A signposted road route, biking and hiking trail follows the Limes, passing museums and many original and reconstructed border defences and fortresses. Here you can walk along reconstructed segments, and marvel at the ingenuity of Roman engineering.

Limesstraße - Main gate of Saalburg Roman fort (83 AD) in Bad Homburg

Limesstraße - Main gate of Saalburg Roman fort (83 AD) in Bad Homburg © GNTB/Gregor Dinghauser

5. The water management system of Augsburg

Perhaps an unlikely candidate for a World Heritage Site at first glance, the extensive and sustainable water management system of Augsburg is one of the oldest in Germany, dating back to the 14th century. 

It is comprised of a clever network of canals, water towers, pumps, hydroelectric power stations, a water-cooled butchers’ hall, three monumental fountains and a completely separate drinking water system.

The technical innovations required for this system made Augsburg a pioneer in hydraulic engineering and the derived benefits of plentiful and clean water, cheap electricity and expertise formed the foundation of Augsburg's prosperity. Twenty-two water management sights along the waterways can be visited with information from the Augsburg tourism office, which also organizes guided tours.

How to get there

Augsburg is 75km (45 miles) west of Munich, taking 30 minutes by train or an hour by car.

Herkules Fountains, part of Augsburg's water management system © Lookphotos/Guenther Bayerl

6. Hedeby or Haithabu

In Viking times, Hedeby – or Haithabu – was one of the most important trading towns in northern Europe, on the crossroads of the Frankish Empire and the Danish Kingdom. Later, in the 10th century, the town was incorporated in the Danevirke, a system with defence works, a harbour and settlements that stretched from the North to the Baltic Sea.

Nothing of the town is visible today apart from the semicircular defence wall. However, excavations have unearthed well-preserved foundations, roads, cemeteries, shipwrecks and artefacts from near and far. This helped interpret developments in Europe during the Viking age. The Viking Museum Haithabu, near the site, has a collection of original artefacts, rune stones, a royal ship and a reconstructed Viking village. Further inland, the Danevirke Museum is close to the main rampart and fortress of the defence system.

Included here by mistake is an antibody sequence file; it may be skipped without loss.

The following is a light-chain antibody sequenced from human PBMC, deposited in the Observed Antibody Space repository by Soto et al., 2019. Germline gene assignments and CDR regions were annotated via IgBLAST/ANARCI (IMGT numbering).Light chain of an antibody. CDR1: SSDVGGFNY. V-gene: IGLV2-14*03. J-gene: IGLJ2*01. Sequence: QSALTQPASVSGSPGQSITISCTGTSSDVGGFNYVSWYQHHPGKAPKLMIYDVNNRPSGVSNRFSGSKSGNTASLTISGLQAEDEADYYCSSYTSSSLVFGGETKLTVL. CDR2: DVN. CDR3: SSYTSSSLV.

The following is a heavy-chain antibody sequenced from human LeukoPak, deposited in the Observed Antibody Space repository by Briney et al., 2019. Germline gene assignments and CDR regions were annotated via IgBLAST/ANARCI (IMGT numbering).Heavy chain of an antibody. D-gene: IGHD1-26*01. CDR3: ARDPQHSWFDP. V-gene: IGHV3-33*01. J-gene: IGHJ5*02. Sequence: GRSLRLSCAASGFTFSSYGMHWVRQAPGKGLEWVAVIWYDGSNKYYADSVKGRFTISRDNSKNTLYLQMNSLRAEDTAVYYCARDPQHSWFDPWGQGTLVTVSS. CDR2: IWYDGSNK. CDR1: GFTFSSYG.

How to get there

Hedeby is 3 kilometres (2 miles) east, 5 minutes by bus, from Schleswig's station. Dannewerk – with the Danevirke Museum – is 4 kilometres (2.5 miles) to the west.

Hedeby Viking colony finds near Busdorf © Beate Zoellner/Ostseefjord Schleswig GmbH

7. The Erzgebirge/Krusnohori Mining Region

The Ore Mountains ( Erzgebirge) on the German-Czech border have been mined for metals since the Middle Ages. Today, 22 mining landscapes and sights related to eight hundred years of continuous mining  are grouped into one World Heritage Site. 

Over the centuries, silver, tin, cobalt and uranium were the main ores of interest, their exploitation requiring countless technical innovations and inventions. These span from mining, water management, metal processing and smelting, as well as education, science and finance.

Especially silver brought wealth and change to the region, and for a century the Ore Mountains were the main source of silver in Europe. Many of these World Heritage Sites can be entered, and are set in a lovely mountainous landscape with attractive towns like Annaberg and Schneeberg, and plenty of opportunity for hikes in between mining excursions.

How to get there

The Ore Mountains in southern Saxony are about 100km from Dresden and are best explored by car. While you're there don't miss Saxony’s most spellbinding palaces and castles.

Hiking in the Montanregion Erzbegirge © Tourist Office Erzgebirge e.V./Renée Gaens

Planning your trip to Germany

Why not skip the hours research it takes to plan a great holiday, and leave the details to us instead? Our tailor made trip service takes care of the planning and booking for you. Our trips are created by local travel experts and are completely customisable.

  • Explore Saxony (8 days): One of Europe’s most versatile destinations for art and culture.
  • Best of Germany (12 days) : Enjoy guided tours in Berlin and Dresden, followd by Schloss Neuschwanstein, and the Black Forest.
  • Self drive from the Rhine Valley to Bavaria (7 days): Explore the heart of Germany on a road trip from Heidelberg to Rothenburg to Nuremberg, concluding in Munich. 

Or browse our other existing itineraries for inspiration.

Jeroen van Marle

written by
Jeroen van Marle

updated 03.05.2024